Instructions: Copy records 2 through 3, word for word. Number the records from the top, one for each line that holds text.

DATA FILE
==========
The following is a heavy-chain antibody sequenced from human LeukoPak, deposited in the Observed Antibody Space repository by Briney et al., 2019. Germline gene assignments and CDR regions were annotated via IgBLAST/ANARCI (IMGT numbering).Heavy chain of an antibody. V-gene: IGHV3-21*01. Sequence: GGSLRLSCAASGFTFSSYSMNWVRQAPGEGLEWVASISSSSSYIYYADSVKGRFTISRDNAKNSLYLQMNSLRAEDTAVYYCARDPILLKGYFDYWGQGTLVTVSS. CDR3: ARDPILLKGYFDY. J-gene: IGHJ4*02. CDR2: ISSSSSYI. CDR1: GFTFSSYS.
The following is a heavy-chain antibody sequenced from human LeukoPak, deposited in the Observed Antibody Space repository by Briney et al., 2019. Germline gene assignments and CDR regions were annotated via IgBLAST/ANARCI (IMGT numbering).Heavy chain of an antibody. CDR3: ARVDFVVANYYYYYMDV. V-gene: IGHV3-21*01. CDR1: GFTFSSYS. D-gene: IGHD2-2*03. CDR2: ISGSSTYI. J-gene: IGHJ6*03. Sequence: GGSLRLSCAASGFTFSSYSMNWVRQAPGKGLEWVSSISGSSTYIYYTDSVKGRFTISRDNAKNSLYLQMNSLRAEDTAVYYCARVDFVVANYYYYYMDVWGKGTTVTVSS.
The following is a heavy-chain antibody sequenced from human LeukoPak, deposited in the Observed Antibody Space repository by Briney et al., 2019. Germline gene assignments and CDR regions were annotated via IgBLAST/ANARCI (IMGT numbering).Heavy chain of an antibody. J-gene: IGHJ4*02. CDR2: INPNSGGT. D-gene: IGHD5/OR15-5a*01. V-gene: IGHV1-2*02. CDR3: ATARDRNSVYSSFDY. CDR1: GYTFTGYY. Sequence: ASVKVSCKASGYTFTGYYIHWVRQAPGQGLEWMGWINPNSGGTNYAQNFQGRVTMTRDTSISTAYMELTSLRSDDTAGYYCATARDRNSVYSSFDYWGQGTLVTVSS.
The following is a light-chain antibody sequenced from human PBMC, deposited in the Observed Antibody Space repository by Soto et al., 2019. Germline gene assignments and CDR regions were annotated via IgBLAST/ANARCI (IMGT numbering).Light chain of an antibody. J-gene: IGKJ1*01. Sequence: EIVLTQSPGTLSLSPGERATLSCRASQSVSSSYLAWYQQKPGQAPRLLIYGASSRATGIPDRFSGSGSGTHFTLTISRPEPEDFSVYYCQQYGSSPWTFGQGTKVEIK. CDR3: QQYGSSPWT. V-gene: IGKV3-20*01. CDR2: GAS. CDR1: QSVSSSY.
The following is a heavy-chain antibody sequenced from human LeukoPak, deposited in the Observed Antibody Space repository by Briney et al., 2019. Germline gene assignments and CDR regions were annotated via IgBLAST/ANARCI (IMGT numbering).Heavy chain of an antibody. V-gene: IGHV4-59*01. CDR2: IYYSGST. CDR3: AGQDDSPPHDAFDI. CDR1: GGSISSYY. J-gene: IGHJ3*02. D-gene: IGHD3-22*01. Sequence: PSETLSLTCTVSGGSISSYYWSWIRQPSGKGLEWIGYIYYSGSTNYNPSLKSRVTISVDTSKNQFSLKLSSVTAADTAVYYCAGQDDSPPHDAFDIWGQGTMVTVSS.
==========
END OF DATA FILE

The following is a heavy-chain antibody sequenced from human LeukoPak, deposited in the Observed Antibody Space repository by Briney et al., 2019. Germline gene assignments and CDR regions were annotated via IgBLAST/ANARCI (IMGT numbering).Heavy chain of an antibody. CDR3: ARVDFVVANYYYYYMDV. V-gene: IGHV3-21*01. CDR1: GFTFSSYS. D-gene: IGHD2-2*03. CDR2: ISGSSTYI. J-gene: IGHJ6*03. Sequence: GGSLRLSCAASGFTFSSYSMNWVRQAPGKGLEWVSSISGSSTYIYYTDSVKGRFTISRDNAKNSLYLQMNSLRAEDTAVYYCARVDFVVANYYYYYMDVWGKGTTVTVSS.
The following is a heavy-chain antibody sequenced from human LeukoPak, deposited in the Observed Antibody Space repository by Briney et al., 2019. Germline gene assignments and CDR regions were annotated via IgBLAST/ANARCI (IMGT numbering).Heavy chain of an antibody. J-gene: IGHJ4*02. CDR2: INPNSGGT. D-gene: IGHD5/OR15-5a*01. V-gene: IGHV1-2*02. CDR3: ATARDRNSVYSSFDY. CDR1: GYTFTGYY. Sequence: ASVKVSCKASGYTFTGYYIHWVRQAPGQGLEWMGWINPNSGGTNYAQNFQGRVTMTRDTSISTAYMELTSLRSDDTAGYYCATARDRNSVYSSFDYWGQGTLVTVSS.